Bison enthusiasts gather at Ted Turner’s ranch to celebrate success, consider challenges
July 12, 2017
By Brett French
FLYING D RANCH — Tom Pierson may earn his living as a Bristol, Wisconsin, roofing contractor, but his heart is with a small herd of bison he’s raising.
“They’re just majestic,” he said. “I like coming down the driveway and seeing my herd. And they are very low maintenance. I have no handling facility and no veterinarian bills.”
Pierson was standing on the banks of a chattering Cherry Creek on Ted Turner’s Flying D Ranch at the base of the Spanish Peaks, just southwest of Bozeman, last Friday. Across the creek a small group of domestic bison and a nearby herd of wild elk grazed in belly-deep grass. Behind Pierson were old cabins, outbuildings and a cook shack used by the ranch as a hunting camp. On this hot summer day, though, it was host to about 600 people visiting as part of the International Bison Conference.
Ted Turner is optimistic that the bison industry is destined for bigger things. A pioneer in the field, his ranchers are now the leading producers of bison in the United States.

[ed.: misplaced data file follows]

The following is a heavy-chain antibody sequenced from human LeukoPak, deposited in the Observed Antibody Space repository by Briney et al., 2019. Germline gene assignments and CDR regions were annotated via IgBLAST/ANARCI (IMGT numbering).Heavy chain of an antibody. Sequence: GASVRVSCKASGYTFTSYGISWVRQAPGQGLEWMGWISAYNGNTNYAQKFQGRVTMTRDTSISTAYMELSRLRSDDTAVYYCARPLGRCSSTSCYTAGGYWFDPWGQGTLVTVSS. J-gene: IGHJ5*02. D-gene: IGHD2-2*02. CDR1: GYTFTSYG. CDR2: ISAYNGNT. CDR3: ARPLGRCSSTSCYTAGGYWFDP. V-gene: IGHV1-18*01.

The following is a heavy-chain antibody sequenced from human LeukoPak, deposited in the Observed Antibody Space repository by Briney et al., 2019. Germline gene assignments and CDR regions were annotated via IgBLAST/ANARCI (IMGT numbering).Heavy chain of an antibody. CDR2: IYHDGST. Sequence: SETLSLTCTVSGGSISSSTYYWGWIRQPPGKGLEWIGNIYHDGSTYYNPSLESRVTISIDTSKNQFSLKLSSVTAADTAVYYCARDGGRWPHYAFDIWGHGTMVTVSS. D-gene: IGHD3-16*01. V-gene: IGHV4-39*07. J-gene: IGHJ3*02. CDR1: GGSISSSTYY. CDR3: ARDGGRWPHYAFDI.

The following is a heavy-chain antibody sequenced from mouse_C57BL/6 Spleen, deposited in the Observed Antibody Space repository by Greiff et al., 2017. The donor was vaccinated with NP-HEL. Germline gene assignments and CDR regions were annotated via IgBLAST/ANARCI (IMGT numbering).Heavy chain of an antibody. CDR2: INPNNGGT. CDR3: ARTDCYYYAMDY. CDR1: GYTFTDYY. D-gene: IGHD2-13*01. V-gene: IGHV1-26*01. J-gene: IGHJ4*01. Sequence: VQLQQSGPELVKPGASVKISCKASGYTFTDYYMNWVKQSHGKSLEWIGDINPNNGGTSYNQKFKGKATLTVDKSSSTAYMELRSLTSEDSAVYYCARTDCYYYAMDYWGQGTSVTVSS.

BRETT FRENCH, Gazette Staff
The other NBA
With more than 1,100 members, the National Bison Association — which organized the five-day conference at nearby Big Sky Resort — is a group of ranchers, processors and bison enthusiasts spread across all 50 states and 10 foreign countries. Some are small producers like Pierson with 10 bison on a 60-acre farm.
“If you only have a few it’s called yard art,” he joked.
On the other end of the spectrum is Ted Turner’s collection of ranches. Altogether Turner’s outfit manages 53,000 bison, said Mark Kossler, vice president of ranch operations for Turner Enterprises Inc. On the 75 square miles of the Flying D alone are 1,800 bison calves this summer.
“We do have more bison under ownership than anyone,” Kossler said.
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